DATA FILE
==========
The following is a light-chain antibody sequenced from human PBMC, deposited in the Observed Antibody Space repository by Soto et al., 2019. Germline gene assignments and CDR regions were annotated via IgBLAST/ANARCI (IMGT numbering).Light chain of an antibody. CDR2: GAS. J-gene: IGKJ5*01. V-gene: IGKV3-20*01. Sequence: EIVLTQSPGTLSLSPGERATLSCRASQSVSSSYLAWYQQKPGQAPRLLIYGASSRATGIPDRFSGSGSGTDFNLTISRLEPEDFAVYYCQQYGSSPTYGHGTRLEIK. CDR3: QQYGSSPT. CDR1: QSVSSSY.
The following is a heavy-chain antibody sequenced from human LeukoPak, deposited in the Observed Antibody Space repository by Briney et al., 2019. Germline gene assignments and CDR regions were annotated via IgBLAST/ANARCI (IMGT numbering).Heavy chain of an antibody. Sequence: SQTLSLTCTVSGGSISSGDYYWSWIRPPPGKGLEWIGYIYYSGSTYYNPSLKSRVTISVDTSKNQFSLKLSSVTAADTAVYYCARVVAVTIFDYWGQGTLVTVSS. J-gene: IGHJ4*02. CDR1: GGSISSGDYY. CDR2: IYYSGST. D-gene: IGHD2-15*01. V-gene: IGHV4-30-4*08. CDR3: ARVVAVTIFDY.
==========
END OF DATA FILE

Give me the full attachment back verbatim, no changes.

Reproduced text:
The following is a light-chain antibody sequenced from human PBMC, deposited in the Observed Antibody Space repository by Soto et al., 2019. Germline gene assignments and CDR regions were annotated via IgBLAST/ANARCI (IMGT numbering).Light chain of an antibody. CDR2: GAS. J-gene: IGKJ5*01. V-gene: IGKV3-20*01. Sequence: EIVLTQSPGTLSLSPGERATLSCRASQSVSSSYLAWYQQKPGQAPRLLIYGASSRATGIPDRFSGSGSGTDFNLTISRLEPEDFAVYYCQQYGSSPTYGHGTRLEIK. CDR3: QQYGSSPT. CDR1: QSVSSSY.
The following is a heavy-chain antibody sequenced from human LeukoPak, deposited in the Observed Antibody Space repository by Briney et al., 2019. Germline gene assignments and CDR regions were annotated via IgBLAST/ANARCI (IMGT numbering).Heavy chain of an antibody. Sequence: SQTLSLTCTVSGGSISSGDYYWSWIRPPPGKGLEWIGYIYYSGSTYYNPSLKSRVTISVDTSKNQFSLKLSSVTAADTAVYYCARVVAVTIFDYWGQGTLVTVSS. J-gene: IGHJ4*02. CDR1: GGSISSGDYY. CDR2: IYYSGST. D-gene: IGHD2-15*01. V-gene: IGHV4-30-4*08. CDR3: ARVVAVTIFDY.